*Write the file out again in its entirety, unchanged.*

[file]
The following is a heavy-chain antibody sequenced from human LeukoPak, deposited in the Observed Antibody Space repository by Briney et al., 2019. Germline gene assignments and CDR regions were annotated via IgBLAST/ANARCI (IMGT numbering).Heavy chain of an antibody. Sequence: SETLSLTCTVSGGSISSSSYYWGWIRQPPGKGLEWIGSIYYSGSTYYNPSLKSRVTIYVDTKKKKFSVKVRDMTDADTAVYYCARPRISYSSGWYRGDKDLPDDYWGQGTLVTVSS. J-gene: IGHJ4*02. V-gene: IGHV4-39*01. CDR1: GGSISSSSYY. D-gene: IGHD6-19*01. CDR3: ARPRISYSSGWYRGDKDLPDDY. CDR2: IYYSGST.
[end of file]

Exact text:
The following is a heavy-chain antibody sequenced from human LeukoPak, deposited in the Observed Antibody Space repository by Briney et al., 2019. Germline gene assignments and CDR regions were annotated via IgBLAST/ANARCI (IMGT numbering).Heavy chain of an antibody. Sequence: SETLSLTCTVSGGSISSSSYYWGWIRQPPGKGLEWIGSIYYSGSTYYNPSLKSRVTIYVDTKKKKFSVKVRDMTDADTAVYYCARPRISYSSGWYRGDKDLPDDYWGQGTLVTVSS. J-gene: IGHJ4*02. V-gene: IGHV4-39*01. CDR1: GGSISSSSYY. D-gene: IGHD6-19*01. CDR3: ARPRISYSSGWYRGDKDLPDDY. CDR2: IYYSGST.